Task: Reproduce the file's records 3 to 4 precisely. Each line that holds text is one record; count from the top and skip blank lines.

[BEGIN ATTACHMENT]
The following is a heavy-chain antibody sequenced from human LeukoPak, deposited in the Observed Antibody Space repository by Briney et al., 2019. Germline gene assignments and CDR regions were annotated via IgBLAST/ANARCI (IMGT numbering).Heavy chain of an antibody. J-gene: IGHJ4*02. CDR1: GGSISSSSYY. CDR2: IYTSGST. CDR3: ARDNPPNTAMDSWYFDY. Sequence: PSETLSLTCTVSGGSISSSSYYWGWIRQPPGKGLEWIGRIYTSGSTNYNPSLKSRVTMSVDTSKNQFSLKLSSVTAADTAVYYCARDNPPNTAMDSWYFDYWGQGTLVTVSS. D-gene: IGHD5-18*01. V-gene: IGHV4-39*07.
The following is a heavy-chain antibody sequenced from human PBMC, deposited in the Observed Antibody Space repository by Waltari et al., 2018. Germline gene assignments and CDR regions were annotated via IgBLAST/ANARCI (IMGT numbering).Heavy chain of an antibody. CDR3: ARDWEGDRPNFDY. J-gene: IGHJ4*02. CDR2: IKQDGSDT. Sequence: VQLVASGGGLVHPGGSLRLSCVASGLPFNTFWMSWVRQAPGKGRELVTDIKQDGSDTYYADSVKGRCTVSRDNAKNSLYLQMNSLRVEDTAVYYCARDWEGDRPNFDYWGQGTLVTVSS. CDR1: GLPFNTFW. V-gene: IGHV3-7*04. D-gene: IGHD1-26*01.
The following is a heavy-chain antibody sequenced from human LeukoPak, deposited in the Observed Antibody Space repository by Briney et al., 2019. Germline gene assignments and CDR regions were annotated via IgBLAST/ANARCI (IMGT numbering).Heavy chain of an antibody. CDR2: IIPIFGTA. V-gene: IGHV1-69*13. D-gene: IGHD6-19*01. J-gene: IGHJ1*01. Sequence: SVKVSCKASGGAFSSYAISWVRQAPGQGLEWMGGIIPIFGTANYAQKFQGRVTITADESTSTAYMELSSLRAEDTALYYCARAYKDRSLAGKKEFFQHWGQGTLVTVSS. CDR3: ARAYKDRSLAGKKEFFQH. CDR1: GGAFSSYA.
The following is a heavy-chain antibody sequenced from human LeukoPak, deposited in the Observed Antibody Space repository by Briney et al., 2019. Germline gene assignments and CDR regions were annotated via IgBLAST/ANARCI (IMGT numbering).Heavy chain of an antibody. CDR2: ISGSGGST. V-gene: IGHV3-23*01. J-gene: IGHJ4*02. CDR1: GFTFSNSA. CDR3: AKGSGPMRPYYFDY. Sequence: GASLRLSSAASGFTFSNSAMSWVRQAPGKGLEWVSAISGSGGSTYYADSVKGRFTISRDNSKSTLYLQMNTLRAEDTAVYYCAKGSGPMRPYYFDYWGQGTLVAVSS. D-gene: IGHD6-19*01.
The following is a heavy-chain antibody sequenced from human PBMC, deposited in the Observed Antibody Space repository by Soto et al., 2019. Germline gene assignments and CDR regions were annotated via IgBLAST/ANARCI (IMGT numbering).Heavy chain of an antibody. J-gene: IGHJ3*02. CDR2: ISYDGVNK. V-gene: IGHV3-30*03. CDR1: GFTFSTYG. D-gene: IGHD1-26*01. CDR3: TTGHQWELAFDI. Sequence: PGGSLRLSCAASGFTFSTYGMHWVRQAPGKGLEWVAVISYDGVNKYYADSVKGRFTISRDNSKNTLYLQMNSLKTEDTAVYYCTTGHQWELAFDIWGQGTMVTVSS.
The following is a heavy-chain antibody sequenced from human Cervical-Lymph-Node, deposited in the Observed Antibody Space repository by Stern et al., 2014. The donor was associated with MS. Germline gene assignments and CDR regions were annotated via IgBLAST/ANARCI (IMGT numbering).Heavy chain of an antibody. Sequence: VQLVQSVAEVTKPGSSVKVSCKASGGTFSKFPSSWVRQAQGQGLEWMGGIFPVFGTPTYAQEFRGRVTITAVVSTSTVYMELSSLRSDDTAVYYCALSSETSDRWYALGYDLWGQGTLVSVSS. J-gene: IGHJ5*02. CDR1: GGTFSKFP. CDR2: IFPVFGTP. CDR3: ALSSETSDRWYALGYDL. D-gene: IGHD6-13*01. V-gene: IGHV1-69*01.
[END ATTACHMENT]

The following is a heavy-chain antibody sequenced from human LeukoPak, deposited in the Observed Antibody Space repository by Briney et al., 2019. Germline gene assignments and CDR regions were annotated via IgBLAST/ANARCI (IMGT numbering).Heavy chain of an antibody. CDR2: IIPIFGTA. V-gene: IGHV1-69*13. D-gene: IGHD6-19*01. J-gene: IGHJ1*01. Sequence: SVKVSCKASGGAFSSYAISWVRQAPGQGLEWMGGIIPIFGTANYAQKFQGRVTITADESTSTAYMELSSLRAEDTALYYCARAYKDRSLAGKKEFFQHWGQGTLVTVSS. CDR3: ARAYKDRSLAGKKEFFQH. CDR1: GGAFSSYA.
The following is a heavy-chain antibody sequenced from human LeukoPak, deposited in the Observed Antibody Space repository by Briney et al., 2019. Germline gene assignments and CDR regions were annotated via IgBLAST/ANARCI (IMGT numbering).Heavy chain of an antibody. CDR2: ISGSGGST. V-gene: IGHV3-23*01. J-gene: IGHJ4*02. CDR1: GFTFSNSA. CDR3: AKGSGPMRPYYFDY. Sequence: GASLRLSSAASGFTFSNSAMSWVRQAPGKGLEWVSAISGSGGSTYYADSVKGRFTISRDNSKSTLYLQMNTLRAEDTAVYYCAKGSGPMRPYYFDYWGQGTLVAVSS. D-gene: IGHD6-19*01.